When I lived in the city, I had a subscription to the orchestra--it was something I'd always wanted to do, and I knew I should do it while I lived within walking distance of the concert hall. I subscribed for several years. After I moved farther away, and my writing became more of a career and left me less time and energy for concerts, I let my subscription lapse. But I still try to make the occasional concert, as I did today.
It was good to be back. I had a seat in my favorite section: behind (and slightly above) the stage, in what they call "The Conductor's Circle." It's like being part of the orchestra--without the responsibility of having to, you know, play an instrument. You can see all the musicians up close, and you get to watch the conductor's face and see his constant nonverbal communication with the musicians.
I like to get there early because, to me, the twenty-minute period before the show is part of the whole experience. I arrange my coat and belongings. I listen to the conversations drifting around me (as writers often do). I read the program, learning a little about the music and the composers. I look at the list of musicians. Today I was surprised at how many names came back to me, and glad to see so many familiar faces. The concertmaster, the principal timpanist, the principal flutist, and many others, are the same as when I was last a "regular."
But mostly, I like to watch the orchestra get ready. It's not like at a play, where all the setup happens invisibly, behind a curtain. The musicians come out and warm up and chat with one another in plain sight. Even though they're dressed up nicely, there's a friendly informality to it. Some musicians like to get out on stage super early. They practice their instruments, and I would bet they also settle into the space, get comfortable with the atmosphere. (If I were a musical performer, I would be in this group.) From where I sat today, I could see into the wings, and I noticed they had a giant clock on a stand right outside the stage door. As time passes, more musicians filter in. There are always a few who come in with only a minute to spare. I'm guessing they're the ones who make transitions easily, who don't need time to settle before they perform.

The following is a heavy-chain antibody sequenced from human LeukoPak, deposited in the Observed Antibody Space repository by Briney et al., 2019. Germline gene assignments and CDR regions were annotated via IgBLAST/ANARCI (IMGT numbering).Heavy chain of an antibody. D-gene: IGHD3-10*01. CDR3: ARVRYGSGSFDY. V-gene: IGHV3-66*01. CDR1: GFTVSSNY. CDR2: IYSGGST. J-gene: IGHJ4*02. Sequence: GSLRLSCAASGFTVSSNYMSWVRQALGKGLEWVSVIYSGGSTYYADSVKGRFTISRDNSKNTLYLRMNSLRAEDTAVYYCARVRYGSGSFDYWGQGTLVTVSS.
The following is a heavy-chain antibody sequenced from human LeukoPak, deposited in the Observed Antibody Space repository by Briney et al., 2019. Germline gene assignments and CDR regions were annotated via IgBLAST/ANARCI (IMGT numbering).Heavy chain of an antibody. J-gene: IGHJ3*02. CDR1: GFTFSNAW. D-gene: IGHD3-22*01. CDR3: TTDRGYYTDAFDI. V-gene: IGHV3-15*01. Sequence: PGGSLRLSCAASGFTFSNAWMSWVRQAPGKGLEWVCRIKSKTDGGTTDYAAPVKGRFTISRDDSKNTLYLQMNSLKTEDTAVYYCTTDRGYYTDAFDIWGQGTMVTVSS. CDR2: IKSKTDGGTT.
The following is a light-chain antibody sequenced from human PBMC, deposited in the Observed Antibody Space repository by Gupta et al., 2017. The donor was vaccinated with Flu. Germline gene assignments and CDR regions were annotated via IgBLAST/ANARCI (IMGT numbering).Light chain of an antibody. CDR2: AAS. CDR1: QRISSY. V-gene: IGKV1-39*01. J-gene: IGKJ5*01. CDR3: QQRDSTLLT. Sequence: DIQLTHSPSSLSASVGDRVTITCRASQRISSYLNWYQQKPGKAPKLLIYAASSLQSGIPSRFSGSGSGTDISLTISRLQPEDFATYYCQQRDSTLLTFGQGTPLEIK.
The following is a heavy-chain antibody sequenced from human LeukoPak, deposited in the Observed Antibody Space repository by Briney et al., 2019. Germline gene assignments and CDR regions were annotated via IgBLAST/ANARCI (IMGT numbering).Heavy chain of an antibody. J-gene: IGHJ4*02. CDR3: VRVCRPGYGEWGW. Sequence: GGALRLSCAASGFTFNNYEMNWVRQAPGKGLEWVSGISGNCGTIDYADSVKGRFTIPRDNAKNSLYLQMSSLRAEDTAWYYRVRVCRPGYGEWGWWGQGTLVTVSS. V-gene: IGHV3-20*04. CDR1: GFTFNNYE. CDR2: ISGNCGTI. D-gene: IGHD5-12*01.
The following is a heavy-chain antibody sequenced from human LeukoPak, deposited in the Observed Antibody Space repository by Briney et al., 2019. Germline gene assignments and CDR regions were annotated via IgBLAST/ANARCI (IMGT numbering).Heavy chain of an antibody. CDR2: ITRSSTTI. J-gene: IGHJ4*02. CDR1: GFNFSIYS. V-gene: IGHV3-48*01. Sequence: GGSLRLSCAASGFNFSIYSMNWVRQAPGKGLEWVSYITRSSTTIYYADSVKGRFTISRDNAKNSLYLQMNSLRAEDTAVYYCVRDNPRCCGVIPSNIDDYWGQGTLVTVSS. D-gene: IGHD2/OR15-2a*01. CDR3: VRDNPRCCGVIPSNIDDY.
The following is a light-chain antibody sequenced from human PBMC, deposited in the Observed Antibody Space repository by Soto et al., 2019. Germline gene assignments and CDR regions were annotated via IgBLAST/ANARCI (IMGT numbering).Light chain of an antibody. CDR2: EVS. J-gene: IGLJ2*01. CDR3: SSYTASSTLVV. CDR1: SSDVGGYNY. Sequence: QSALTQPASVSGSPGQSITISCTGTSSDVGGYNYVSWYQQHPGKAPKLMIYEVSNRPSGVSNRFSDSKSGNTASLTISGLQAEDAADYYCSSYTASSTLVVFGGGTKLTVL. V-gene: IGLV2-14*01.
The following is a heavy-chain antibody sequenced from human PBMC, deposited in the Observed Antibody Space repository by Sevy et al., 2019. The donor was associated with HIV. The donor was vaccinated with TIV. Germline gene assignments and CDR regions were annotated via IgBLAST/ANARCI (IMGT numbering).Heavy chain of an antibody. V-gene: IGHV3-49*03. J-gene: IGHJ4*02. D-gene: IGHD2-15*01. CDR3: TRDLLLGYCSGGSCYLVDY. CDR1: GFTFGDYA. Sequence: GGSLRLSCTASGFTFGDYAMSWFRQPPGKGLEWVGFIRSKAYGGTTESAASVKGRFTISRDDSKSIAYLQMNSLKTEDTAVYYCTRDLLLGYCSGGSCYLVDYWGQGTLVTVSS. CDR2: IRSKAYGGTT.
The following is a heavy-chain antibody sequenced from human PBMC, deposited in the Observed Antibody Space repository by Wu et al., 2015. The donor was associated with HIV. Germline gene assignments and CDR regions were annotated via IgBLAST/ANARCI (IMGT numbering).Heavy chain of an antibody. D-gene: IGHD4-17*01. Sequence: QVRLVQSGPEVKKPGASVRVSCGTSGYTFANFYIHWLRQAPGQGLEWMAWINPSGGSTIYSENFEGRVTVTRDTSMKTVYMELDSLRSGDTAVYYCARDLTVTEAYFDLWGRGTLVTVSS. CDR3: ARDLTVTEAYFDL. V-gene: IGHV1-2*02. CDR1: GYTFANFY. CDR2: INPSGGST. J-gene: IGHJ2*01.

There's a squawking bird-like noise I often hear during this time, and today I was almost able to pin it down. I think it's oboists testing their reeds. It's a sound I had forgotten until I heard it again today.
In terms of writing, all this made me think of how many components there are to a setting. Having reentered a familiar setting after some time away, I was able to recognize all the little details, but with fresh eyes (and ears, etc.). When I lead writing workshops, I encourage people to use all five senses in describing settings. This was a setting where sound dominated (the stray scraps of music being practiced, the squawk I mentioned earlier, the hum of conversation), but there was also the plush of the seat, the gleam of wooden and metal instruments, the brightly colored wrapping around the ends of the timpanist's sticks, the elastic face of the conductor, the taste of coughdrops (to prevent coughing at inopportune moments), the smell of perfume and rain-wet coats.